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Suns of the Mbira: A Critical Exploration of the Multiple Figurations of Femininity in Selected Fiction by Tsitsi Dangarembga and Yvonne Vera

Marima, Tendai. 2011. Suns of the Mbira: A Critical Exploration of the Multiple Figurations of Femininity in Selected Fiction by Tsitsi Dangarembga and Yvonne Vera. Doctoral thesis, Goldsmiths, University of London [Thesis]

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Abstract or Description

My thesis is that multiple figurations of femininity challenging traditional
Zimbabwean values are articulated in the representations of womanhood,
motherhood and sexuality in the writing of Tsitsi Dangarembga (1959-)
and Yvonne Vera (1964-2005). Critically, I draw centrally upon Rosi
Braidotti (1994) and Donna Haraway’s (1992; 2004) work on figurations
as feminist metaphors theorizing how women challenge and transform
socially constructed roles that confine females to subservient social
positions. In addition, Gilles Deleuze and Felix Guattari’s (1987)
theorization of multiplicity is deployed as a useful conceptualization of
the erasure of the binary separating the collective and individual, asserting
instead, that subjectivities are pluralistic, connected identities in constant
creation.

Applying the critics’ ideas with due caution to the African context,
through a method of ‘carnivalizing,’ mixing and negotiating theory, my
thesis also makes use of selected forms of African feminist theory, to give
the necessary cultural context to Zimbabwean femininity. I critically
engage with scholarly work that theorizes African women’s
historiography and negotiations of power and knowledge. Combining
these diverse feminist and post-structuralist voices together with views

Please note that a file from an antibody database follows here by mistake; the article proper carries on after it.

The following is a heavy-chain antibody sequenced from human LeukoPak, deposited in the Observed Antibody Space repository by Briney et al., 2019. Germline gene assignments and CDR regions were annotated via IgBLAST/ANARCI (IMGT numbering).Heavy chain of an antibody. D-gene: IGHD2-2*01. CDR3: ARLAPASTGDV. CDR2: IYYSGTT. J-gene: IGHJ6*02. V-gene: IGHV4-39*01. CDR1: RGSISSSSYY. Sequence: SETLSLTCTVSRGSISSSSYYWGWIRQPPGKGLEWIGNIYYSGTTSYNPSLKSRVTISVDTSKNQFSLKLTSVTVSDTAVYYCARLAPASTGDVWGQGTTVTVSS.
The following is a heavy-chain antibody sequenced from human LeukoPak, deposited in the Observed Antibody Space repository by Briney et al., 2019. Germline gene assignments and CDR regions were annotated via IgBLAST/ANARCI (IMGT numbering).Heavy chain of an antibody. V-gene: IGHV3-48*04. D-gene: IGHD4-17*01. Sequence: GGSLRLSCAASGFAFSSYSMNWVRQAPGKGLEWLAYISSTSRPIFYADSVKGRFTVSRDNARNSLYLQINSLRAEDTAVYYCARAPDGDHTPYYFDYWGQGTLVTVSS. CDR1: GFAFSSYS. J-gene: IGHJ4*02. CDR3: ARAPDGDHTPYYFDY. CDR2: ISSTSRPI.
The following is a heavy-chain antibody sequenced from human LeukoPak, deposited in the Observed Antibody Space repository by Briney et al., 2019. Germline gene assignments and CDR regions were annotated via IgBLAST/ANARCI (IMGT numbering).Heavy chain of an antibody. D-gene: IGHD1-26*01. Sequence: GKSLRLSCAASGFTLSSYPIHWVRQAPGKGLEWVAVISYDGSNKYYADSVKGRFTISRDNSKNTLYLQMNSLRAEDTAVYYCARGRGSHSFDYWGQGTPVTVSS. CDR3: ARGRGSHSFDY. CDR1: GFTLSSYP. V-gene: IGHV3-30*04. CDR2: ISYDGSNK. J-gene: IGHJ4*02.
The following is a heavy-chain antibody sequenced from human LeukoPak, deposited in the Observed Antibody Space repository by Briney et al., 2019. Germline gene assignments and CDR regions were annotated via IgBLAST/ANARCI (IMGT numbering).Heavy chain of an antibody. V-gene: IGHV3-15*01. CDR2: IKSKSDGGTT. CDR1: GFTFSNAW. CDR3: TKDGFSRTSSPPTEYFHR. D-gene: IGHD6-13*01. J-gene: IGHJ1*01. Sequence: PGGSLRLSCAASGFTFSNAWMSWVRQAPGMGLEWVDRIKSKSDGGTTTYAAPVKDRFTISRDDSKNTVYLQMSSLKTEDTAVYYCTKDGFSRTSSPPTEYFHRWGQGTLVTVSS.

expressed in the writing, I aim to produce a nuanced reading of the
plurality of femininity so that a pattern of simultaneously complimentary
and contradictory relations with feminist paradigms of African
womanhood begins to emerge as key to interpreting the selected fiction.

My thesis develops in three chapters, beginning with an examination of
how rebellious women negotiate the domestic, private world culturally
assigned to females. I explore how Vera’s unconventional figurations of
motherhood undo the cultural and political mores placed on women by
essentialist patriarchal and racial ideologies. Further analyzing dissenting
femininities, I investigate subversive textual constructions of same-sex
relationships in Vera and Dangarembga’s fiction. My readings suggest
that some of the ideological contradictions between theory and text
provide fertile conditions in which to rethink radical femininities as
figurations within African feminism. I propose new, progressive strategies
for reading womanhood, and exploring the polyphonic and complex
nature of colonial and post-independence Zimbabwean femininity, as
expressed in the novels.

Item Type:

Thesis (Doctoral)

Keywords:

feminism, african literature, postcolonialism, zimbabwe, motherhood, sexuality, african feminism, colonialism

Departments, Centres and Research Units:

English and Comparative Literature

Date:

9 February 2011

Item ID:

6530

Date Deposited:

06 Feb 2012 12:13

Last Modified:

09 Jul 2018 21:07

URI:

http://research.gold.ac.uk/id/eprint/6530

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